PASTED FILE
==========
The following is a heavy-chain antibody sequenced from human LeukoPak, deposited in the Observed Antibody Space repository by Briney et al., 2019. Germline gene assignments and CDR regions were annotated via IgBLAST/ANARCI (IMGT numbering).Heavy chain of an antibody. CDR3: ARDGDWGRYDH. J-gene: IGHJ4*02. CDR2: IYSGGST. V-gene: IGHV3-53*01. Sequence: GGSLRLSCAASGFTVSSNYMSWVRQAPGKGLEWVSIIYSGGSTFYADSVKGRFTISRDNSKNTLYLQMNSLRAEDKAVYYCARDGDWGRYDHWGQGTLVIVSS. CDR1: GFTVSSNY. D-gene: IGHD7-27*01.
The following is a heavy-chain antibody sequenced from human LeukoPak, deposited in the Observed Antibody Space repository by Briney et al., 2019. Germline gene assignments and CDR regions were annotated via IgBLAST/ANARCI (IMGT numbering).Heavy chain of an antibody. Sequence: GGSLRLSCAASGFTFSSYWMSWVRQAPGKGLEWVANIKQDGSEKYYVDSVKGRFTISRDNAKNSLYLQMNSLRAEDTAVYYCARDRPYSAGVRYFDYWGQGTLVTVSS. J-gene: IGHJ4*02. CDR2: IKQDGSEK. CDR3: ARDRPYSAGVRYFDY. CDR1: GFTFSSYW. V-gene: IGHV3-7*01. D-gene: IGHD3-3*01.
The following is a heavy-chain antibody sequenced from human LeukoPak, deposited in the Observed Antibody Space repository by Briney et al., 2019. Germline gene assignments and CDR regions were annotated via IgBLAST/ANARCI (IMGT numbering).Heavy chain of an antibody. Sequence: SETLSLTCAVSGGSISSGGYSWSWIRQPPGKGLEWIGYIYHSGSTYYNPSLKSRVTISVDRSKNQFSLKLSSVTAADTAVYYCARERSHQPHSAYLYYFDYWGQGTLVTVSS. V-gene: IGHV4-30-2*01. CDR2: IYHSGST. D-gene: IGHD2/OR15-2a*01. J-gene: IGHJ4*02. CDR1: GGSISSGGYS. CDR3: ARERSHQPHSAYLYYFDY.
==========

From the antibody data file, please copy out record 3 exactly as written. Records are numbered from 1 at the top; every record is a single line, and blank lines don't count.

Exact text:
The following is a heavy-chain antibody sequenced from human LeukoPak, deposited in the Observed Antibody Space repository by Briney et al., 2019. Germline gene assignments and CDR regions were annotated via IgBLAST/ANARCI (IMGT numbering).Heavy chain of an antibody. Sequence: SETLSLTCAVSGGSISSGGYSWSWIRQPPGKGLEWIGYIYHSGSTYYNPSLKSRVTISVDRSKNQFSLKLSSVTAADTAVYYCARERSHQPHSAYLYYFDYWGQGTLVTVSS. V-gene: IGHV4-30-2*01. CDR2: IYHSGST. D-gene: IGHD2/OR15-2a*01. J-gene: IGHJ4*02. CDR1: GGSISSGGYS. CDR3: ARERSHQPHSAYLYYFDY.